Risk factors for UIROR

Fifteen UIROR patients and 126 non-UIROR patients with an average age of 34.47±14.95 (range 19–66) years and 31.48±12.22 (range 18–69) years, a mean BMI of UIROR were 25.05±4.93 kg/m2 (range 17.8–35.2) versus non-UIROR were 21.89±3.74 kg/m2 (range 15.1–34.9). Eleven (73.3%) of UIROR patients were diagnosed with congenital deformity. There was no significant difference in UIROR rate with any of the enrolled diagnoses. Patients in UIROR group with longer history of spinal deformity (26.2±15.32 years vs 18.9±12.6 years, P = .040). The factors that were significantly associated with UIROR are summarized in Table 2. The percentage of obese patients was significantly higher in the UIROR group (20.0% vs 4.8%, P = .046), as well as the percentage of patients with higher apical vertebral rotation (73.3% vs 37.3%, P = .011), and patients with preoperative neurological symptoms (66.7% vs 23.0%, P = .001). There was no statistically significant difference in other preoperative demographic data and imaging data between UIROR and non-UIROR group.

Table 2 Univariate analysis of UIROR risk factors

The final multivariate regression (Table 3) for UIROR included duration of spinal deformity history, congenital deformity or not, higher apical vertebral rotation (AVR, OR = 9.362; 95% CI= 1.930-45.420; P= .006), obesity (OR = 11.448; 95% CI= 1.320-99.263; P = .027), and previous neurological symptom (R = 7.358; 95% CI= 1.798-30.108; P = .006).

Table 3 Multivariate analysis of UIROR risk factors


ASD is an increasing public health concern, people of any age and gender may suffer from spinal deformity. Patients who undergo spinal corrective surgery may improve their quality of life. The rate of complications reported in the literature varies widely, ranging from 26.8 to 42% [10,11,12,13,14,15]. Urgent and severe complications may require UIROR. UIROR during hospitalization is an unexpected outcome, causing psychological, physical, and financial burden on patients with ASD. Nearly half of the UIROR patients because of postoperative severe lower limbs radiating pain caused by implants deviation.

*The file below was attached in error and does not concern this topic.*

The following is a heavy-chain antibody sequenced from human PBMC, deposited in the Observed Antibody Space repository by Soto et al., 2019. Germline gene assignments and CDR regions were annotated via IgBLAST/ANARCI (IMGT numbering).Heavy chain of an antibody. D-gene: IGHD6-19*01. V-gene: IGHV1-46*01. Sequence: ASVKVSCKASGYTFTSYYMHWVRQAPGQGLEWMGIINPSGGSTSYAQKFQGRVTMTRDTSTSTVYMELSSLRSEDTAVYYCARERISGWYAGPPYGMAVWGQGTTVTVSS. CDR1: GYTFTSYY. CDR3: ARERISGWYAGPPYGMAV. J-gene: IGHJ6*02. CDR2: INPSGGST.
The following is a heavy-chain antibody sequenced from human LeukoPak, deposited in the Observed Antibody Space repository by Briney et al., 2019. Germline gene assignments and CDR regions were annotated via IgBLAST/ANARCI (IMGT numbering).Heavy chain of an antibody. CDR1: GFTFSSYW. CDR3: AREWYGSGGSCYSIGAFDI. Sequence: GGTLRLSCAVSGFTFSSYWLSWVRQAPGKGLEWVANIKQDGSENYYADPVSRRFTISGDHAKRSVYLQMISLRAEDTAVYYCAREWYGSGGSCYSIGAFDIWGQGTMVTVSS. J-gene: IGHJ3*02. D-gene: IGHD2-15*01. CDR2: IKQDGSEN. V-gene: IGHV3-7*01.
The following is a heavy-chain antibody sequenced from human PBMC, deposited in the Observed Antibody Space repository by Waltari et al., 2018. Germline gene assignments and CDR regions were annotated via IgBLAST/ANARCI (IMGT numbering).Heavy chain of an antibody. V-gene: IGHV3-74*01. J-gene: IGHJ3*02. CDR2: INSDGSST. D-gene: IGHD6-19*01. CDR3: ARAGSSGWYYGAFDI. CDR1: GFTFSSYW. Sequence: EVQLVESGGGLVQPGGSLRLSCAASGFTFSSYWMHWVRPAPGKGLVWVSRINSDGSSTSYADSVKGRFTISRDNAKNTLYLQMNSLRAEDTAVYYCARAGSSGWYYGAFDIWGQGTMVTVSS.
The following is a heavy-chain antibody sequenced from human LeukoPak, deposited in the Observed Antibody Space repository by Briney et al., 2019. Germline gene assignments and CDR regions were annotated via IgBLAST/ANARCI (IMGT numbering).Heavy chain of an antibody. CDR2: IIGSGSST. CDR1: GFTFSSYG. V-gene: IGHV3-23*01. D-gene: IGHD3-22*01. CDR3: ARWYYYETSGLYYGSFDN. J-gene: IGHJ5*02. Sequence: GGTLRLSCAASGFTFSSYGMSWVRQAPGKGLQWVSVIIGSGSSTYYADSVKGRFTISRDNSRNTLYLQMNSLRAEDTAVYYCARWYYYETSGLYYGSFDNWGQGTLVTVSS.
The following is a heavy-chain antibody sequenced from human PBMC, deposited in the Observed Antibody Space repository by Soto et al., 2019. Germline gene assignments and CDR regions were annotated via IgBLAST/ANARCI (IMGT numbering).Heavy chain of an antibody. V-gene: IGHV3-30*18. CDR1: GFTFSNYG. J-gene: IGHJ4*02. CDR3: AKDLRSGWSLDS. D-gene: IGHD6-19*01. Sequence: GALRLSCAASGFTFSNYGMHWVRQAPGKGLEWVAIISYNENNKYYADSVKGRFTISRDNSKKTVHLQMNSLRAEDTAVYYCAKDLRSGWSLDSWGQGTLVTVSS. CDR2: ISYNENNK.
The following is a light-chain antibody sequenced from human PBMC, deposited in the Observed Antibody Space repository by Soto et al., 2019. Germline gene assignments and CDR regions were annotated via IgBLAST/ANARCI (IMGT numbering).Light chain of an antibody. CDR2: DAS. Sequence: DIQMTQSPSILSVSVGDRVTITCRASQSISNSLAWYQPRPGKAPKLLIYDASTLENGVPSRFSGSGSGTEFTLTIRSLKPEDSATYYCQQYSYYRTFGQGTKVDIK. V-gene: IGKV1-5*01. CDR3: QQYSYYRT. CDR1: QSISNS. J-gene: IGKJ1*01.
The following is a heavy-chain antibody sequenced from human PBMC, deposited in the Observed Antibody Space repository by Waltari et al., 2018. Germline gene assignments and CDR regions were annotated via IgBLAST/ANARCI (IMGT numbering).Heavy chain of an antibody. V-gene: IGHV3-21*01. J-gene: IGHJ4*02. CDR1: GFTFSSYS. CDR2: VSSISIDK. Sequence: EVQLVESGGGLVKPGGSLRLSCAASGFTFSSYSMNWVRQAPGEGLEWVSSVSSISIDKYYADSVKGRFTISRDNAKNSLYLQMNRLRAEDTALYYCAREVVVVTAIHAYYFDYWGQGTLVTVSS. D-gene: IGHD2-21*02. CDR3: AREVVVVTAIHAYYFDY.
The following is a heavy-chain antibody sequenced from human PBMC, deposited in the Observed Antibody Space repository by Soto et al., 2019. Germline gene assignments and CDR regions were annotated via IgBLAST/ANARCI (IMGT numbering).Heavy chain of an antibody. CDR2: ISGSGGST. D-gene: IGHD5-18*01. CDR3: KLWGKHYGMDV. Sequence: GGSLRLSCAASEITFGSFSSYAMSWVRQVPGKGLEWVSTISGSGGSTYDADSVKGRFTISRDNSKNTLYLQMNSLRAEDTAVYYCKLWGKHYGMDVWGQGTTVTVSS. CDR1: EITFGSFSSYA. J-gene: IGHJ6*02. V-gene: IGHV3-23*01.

As ASD patients grow older, the severity of the spinal deformity may also increase. Previous literature has proven that the incidence of complications in elderly patients has increased [17,18,19]. In this study, the age of the UIROR group was slightly older than that of the non-UIROR group, it did not reach statistical significance (34.47±14.95 years vs 31.48±12.2, P = .385). The duration of the history of spinal deformity in the UIROR group was significantly longer than that in the non-UIROR group (26.2±15.32 years vs 18.9±12.6 years, P = .040), but there was no significant statistical difference in multivariate analysis (P = .474). Some previous studies have reported the relationship between obesity and long-term outcomes and complications after ASD corrective surgery [20, 21]. Pull ter Gunne et al. [20] found that the incidence of wound infection in obese patients increased. It is speculated that the amount of subcutaneous fat that needs to be retracted, leading to more cell necrosis, and therefore the infection rate is higher. Similarly, Soroceanu et al. [21] found that obese patients had a higher rate of major complications and wound infections, but this did not affect the number of minor complications or the necessity of reoperation. In our case series, obese patients have a higher risk of UIROR during hospitalization with a statistical difference (OR = 11.448; P = .027).

As the predictor, preoperative high AVR (> grade II) were found to be significant risk factors in this study (OR = 9.362; P = .006). In the preoperative standing 36-in posteroanterior spine radiographs, eight of the patients with congenital deformity had high AVR, and the others were 2 patients with NFS and 1 with PPS. ASD may be longstanding and a stretch of evolvable deformity from primary disease, lending to increased scoliosis, kyphosis, and vertebral rotation. In the univariate analysis, the proportion of patients with congenital deformity in UIROR group was significantly more than in non-UIROR group (73.3% vs 41.3%, P = .026), but no statistical difference among the two groups (P = .066). There are no significant differences in the preoperative coronal and sagittal imaging parameters such as the cobb angle and flexibility of the main curve in our study (P > .05). We considered that the greater rotary vertebrae generally lead to angular torsion of the spinal cord, which increases the risk of postoperative neurologic complications, also increases the rate of UIROR. Future research should pay attention to this key point.